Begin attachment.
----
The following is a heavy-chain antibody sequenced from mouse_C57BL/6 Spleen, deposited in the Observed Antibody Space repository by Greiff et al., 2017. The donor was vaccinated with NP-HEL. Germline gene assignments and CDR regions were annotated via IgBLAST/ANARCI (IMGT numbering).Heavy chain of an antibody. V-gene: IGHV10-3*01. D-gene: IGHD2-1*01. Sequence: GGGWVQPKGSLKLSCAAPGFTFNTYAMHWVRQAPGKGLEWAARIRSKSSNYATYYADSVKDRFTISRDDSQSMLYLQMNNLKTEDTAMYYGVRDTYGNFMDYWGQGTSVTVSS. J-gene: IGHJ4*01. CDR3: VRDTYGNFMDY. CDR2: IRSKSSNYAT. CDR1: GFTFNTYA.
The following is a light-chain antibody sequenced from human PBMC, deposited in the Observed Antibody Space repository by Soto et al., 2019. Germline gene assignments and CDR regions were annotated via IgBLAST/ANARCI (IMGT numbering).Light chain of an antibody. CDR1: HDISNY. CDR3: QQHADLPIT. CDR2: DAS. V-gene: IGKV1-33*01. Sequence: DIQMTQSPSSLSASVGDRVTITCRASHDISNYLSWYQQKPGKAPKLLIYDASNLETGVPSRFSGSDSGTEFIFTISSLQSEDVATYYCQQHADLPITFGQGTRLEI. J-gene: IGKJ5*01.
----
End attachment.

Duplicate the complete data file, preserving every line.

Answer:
The following is a heavy-chain antibody sequenced from mouse_C57BL/6 Spleen, deposited in the Observed Antibody Space repository by Greiff et al., 2017. The donor was vaccinated with NP-HEL. Germline gene assignments and CDR regions were annotated via IgBLAST/ANARCI (IMGT numbering).Heavy chain of an antibody. V-gene: IGHV10-3*01. D-gene: IGHD2-1*01. Sequence: GGGWVQPKGSLKLSCAAPGFTFNTYAMHWVRQAPGKGLEWAARIRSKSSNYATYYADSVKDRFTISRDDSQSMLYLQMNNLKTEDTAMYYGVRDTYGNFMDYWGQGTSVTVSS. J-gene: IGHJ4*01. CDR3: VRDTYGNFMDY. CDR2: IRSKSSNYAT. CDR1: GFTFNTYA.
The following is a light-chain antibody sequenced from human PBMC, deposited in the Observed Antibody Space repository by Soto et al., 2019. Germline gene assignments and CDR regions were annotated via IgBLAST/ANARCI (IMGT numbering).Light chain of an antibody. CDR1: HDISNY. CDR3: QQHADLPIT. CDR2: DAS. V-gene: IGKV1-33*01. Sequence: DIQMTQSPSSLSASVGDRVTITCRASHDISNYLSWYQQKPGKAPKLLIYDASNLETGVPSRFSGSDSGTEFIFTISSLQSEDVATYYCQQHADLPITFGQGTRLEI. J-gene: IGKJ5*01.